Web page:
Additionally, when a new patient requires service, mobile clinicians can receive alerts from VNSNY via cell phone to retrieve the record on their device. Instead of having to stop and take handwritten notes, they can proceed to the patient's home and administer care that can immediately be documented, Cleghorne says.

Mobile care workers at Swedish Medical Center in Seattle have also benefitted significantly from utilizing wireless technology in the field.

According to Debby Ramundo, R.N., senior project manager of home care, clinicians at Swedish used to work on a local version of their EMR that was synchronized onto their tablet PC at the beginning of the day. They proceeded to document on the tablet, but any new information they entered would be out of synch with the server until the next synchronization. With Sprint Mobile Broadband (Reston, Va.), clinicians can transfer data at each visit and view any changes that have been made to patient records. “Using wireless has allowed us to increase that real-time nature of the information,” Ramundo says.

Another option that seems to be gaining momentum is the use of point-of-care systems like those from Homecare Homebase (Dallas) and HealthWyse (Wilmington, Mass.), which support workflow management, integrate with physician portal and management reporting tools, enable OASIS coding, and allow clinicians to synchronize and share data using Pocket PC and Sprint Mobile Broadband.


Bill montgomery

Bill Montgomery


These systems, according to Bill Montgomery, national director of healthcare for Sprint Business Solutions, often incorporate GPS solutions not only to provide navigation to patients' homes and facilities, but also to track mileage, calculate mileage, and track caregiver locations and manage assignments based on location proximity. Some solutions also come equipped with an emergency alert that can be deployed in case a clinician requires immediate assistance, he says.



For those situations where a home care clinician seeks a second opinion, many facilities are distributing cell phones both to mobile workers and charge nurses who are instructed to carry the phones at all times, so that mobile workers can always reach someone and aren't stuck playing phone tag.

“We want them to know that they have support behind them,” says Ramundo. “No matter how skilled you are, there are times when not having someone else standing there to talk to or ask questions can become critical.”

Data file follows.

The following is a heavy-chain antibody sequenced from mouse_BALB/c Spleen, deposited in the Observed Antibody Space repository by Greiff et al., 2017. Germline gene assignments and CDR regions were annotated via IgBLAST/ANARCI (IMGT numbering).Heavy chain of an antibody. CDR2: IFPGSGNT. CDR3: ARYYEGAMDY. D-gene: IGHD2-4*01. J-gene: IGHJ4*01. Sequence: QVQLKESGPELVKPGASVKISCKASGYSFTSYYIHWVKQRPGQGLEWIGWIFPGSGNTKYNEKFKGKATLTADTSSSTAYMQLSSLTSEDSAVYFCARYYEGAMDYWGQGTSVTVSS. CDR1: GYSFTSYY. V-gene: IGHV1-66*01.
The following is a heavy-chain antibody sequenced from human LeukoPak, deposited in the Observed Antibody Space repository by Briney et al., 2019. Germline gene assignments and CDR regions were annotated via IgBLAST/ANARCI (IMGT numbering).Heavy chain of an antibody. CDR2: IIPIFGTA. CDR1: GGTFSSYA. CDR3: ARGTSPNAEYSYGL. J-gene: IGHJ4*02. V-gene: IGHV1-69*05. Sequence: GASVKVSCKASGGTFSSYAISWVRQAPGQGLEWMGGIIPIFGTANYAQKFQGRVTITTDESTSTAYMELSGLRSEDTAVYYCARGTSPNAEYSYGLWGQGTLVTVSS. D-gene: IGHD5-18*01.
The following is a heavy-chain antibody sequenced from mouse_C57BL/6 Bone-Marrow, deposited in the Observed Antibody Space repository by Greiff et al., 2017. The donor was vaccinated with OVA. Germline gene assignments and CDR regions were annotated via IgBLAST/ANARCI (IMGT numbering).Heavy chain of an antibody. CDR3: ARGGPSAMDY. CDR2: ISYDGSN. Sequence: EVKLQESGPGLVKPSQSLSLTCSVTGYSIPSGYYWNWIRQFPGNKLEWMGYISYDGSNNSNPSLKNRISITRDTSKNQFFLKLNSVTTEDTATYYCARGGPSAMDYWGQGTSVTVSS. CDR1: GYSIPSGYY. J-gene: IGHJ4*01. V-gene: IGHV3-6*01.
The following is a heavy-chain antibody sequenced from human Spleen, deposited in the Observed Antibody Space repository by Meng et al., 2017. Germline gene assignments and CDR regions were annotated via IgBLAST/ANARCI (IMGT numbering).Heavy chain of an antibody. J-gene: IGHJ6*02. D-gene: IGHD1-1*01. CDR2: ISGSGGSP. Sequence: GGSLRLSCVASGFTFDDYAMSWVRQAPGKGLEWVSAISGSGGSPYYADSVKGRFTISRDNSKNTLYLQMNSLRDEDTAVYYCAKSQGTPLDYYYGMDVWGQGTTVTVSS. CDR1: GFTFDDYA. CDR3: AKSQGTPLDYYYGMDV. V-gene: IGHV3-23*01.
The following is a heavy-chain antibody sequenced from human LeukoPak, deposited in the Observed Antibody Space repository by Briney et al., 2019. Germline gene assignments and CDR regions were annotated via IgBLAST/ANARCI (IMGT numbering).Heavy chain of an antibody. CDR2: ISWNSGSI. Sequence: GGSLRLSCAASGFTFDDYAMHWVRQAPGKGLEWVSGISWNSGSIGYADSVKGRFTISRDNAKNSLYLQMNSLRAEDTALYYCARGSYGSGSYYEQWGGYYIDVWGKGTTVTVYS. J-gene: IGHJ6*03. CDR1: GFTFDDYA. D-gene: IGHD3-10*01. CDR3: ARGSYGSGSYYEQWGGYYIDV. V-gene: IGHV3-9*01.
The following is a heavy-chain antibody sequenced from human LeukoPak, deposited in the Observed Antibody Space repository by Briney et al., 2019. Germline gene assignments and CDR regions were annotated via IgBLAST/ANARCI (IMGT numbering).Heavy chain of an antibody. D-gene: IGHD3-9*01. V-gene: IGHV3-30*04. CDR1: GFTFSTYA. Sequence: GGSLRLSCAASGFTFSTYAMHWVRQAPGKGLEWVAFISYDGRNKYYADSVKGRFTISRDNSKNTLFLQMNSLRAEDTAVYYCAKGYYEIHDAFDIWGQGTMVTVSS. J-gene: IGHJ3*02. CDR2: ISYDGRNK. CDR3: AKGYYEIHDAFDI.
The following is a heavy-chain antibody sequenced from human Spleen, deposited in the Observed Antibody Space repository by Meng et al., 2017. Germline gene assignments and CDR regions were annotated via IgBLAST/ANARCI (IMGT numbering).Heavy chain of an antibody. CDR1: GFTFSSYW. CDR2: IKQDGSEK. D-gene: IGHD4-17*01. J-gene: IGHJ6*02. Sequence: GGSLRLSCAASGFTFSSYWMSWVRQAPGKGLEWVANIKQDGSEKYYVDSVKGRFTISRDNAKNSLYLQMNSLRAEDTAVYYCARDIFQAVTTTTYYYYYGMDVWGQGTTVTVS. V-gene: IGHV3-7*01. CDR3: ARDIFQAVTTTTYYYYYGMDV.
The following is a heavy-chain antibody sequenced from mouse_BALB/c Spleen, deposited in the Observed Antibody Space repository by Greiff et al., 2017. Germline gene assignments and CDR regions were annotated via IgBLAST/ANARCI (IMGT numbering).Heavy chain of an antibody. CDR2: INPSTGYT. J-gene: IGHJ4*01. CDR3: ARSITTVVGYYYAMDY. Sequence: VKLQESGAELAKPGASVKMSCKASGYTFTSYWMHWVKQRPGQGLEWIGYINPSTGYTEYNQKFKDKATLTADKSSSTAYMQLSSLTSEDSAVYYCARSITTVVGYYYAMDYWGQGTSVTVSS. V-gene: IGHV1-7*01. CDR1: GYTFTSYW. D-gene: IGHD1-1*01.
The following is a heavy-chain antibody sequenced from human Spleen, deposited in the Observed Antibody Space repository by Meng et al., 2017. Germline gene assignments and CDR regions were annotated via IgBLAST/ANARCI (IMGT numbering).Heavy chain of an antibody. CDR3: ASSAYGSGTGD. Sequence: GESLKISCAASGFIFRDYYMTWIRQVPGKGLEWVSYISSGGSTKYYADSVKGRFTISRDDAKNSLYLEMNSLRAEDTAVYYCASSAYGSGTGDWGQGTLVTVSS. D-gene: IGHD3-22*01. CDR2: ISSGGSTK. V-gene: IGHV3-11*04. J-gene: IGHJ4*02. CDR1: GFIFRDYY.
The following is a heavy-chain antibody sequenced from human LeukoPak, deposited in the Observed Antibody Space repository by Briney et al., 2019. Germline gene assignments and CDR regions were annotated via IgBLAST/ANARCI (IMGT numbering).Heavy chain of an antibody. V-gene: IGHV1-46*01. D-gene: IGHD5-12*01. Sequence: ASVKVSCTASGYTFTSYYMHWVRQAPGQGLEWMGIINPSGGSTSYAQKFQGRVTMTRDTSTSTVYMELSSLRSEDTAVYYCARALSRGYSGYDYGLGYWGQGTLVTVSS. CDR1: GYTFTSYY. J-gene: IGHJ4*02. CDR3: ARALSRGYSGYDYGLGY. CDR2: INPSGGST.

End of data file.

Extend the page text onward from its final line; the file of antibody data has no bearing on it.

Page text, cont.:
Taking home care technology further

As fields like nursing face impending worker shortages, technology will need to pull even more weight.

Many of those in the home care industry — including providers, vendors and other experts — share a belief that the field is edging closer toward a telehealth-based model that utilizes Web-based tools for disease monitoring.

“There's a $30 billion market for telehealth and we've only implemented about 20 percent of it,” says Ramundo of the remote facility technology.

Another trend that could significantly impact care delivery is the increased use of video conferencing to facilitate communications between clinicians and home-based patients. “I think that in the coming years, video is going to have a pretty dramatic effect and improve the quality of the experience for these patients,” Montgomery says. The biggest obstacle it faces, he says, is reimbursement issues.

But rather than focus on the roadblocks, Ramundo stresses that it's important to see the big picture and focus on the potential that these technologies offer. She estimates that conducting visits via remote conferencing, rather than traveling back and forth, can enable clinicians to see as many as 15 patients a day versus five or six. Seeing more patients in this manner can equate to significant savings in time and costs, and even more importantly, usher the home care industry into an age where resources are used more efficiently to better serve patients.

And that, says Smith, is the bottom line. “You want to feel like you're providing the best solution so that nurses and other workers aren't worried about technology. What you really want them worried about is somebody's daughter or son or mom or dad.”